Fifty-four percent of Kentuckians are satisfied with the federal government’s response to the virus outbreak, compared to 44% who are unsatisfied. Voters across the country (58% unsatisfied, 40% satisfied) are less enthusiastic about the federal response to COVID-19 than those in Kentucky.
The names Beshear and Trump were not specifically invoked in these questions. But this polling suggests that Kentuckians think Beshear has done as good or better a job dealing with COVID-19 as Trump. Considering how GOP-leaning the state is, it’s likely that at least some Kentucky Republican voters are putting their partisan leanings aside and acknowledging the obvious (Beshear has handled the virus outbreak better than Trump). These numbers in some ways contradict the story being told by Kentucky Republican officials — that the state is full of people angry about how Beshear has handled the virus outbreak and therefore the legislature must roll back Beshear’s emergency powers in 2021. The legislature can certainly take away his powers, but there is little evidence that is a demand from the public.
In polling conducted in August, 58% of Kentuckians said they approved of how Beshear had handled the virus outbreak, according to the COVID-19 Consortium for Understanding the Public’s Policy Preferences Across States.
Kentuckians want to build the wall, legalize pot, enact a new economic stimulus bill and something like the Green New Deal, provide extra money to people unemployed due to COVID-19 and rethink mandatory minimum jail sentences.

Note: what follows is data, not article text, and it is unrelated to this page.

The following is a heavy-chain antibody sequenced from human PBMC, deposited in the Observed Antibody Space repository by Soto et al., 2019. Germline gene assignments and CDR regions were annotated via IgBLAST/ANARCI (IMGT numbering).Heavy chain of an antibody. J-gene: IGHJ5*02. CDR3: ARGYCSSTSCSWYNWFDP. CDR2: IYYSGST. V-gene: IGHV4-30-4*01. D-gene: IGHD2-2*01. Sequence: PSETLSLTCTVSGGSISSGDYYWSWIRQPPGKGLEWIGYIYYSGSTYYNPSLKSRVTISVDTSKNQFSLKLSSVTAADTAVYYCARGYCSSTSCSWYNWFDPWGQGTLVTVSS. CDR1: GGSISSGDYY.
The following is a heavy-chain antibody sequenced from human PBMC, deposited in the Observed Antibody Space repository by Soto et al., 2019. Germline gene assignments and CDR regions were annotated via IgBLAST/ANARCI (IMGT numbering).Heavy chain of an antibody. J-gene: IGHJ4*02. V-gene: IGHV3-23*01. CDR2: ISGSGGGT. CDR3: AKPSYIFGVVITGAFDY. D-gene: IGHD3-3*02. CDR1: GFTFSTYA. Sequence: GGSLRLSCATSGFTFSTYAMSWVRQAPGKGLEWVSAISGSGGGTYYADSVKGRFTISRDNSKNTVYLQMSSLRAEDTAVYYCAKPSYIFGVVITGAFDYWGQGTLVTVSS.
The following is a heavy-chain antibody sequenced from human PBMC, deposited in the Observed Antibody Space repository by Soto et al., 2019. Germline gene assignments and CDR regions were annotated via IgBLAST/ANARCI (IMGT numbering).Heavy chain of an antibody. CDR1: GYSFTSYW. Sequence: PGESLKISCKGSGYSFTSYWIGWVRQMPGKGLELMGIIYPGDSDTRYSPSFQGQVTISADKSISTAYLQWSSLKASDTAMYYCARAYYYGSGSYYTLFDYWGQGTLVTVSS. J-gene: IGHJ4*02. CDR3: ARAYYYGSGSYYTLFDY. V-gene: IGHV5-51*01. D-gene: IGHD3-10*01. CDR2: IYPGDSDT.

American voters often have a mix of views that don’t line up cleanly with either party. Kentuckians are the same way. Building a wall along the entire U.S-Mexico border, a position favored by Trump but opposed by Democrats, is supported by 60% of Kentuckians and opposed by just 35%, per Civiqs. (Nationally, 44% of Americans support this idea while 52% oppose it.)
At the same time, 63% of Kentuckians favor making marijuana legal, compared to just 23% who oppose that idea, similar to the national numbers (68/21.)
Polling from the left-leaning firm Data for Progress found that Kentuckians favor by a 57-32 margin having increased benefits for unemployed people as long as the jobless rate is elevated in the wake of the COVID-19 break, favor by a 77-9 margin a $2 trillion jobs program to help the nation recover from COVID-19, and favor by a 49-29 margin “federal investments to achieve a carbon pollution-free electricity sector by 2035.”
Sixty-four percent of Kentuckians would support allowing a judge not to impose a mandatory minimum sentence if the judge felt the sentence was too harsh, according to a poll conducted in June by YouGov Blue, a liberal-leaning polling firm. Just 24% of Kentuckians opposed this idea.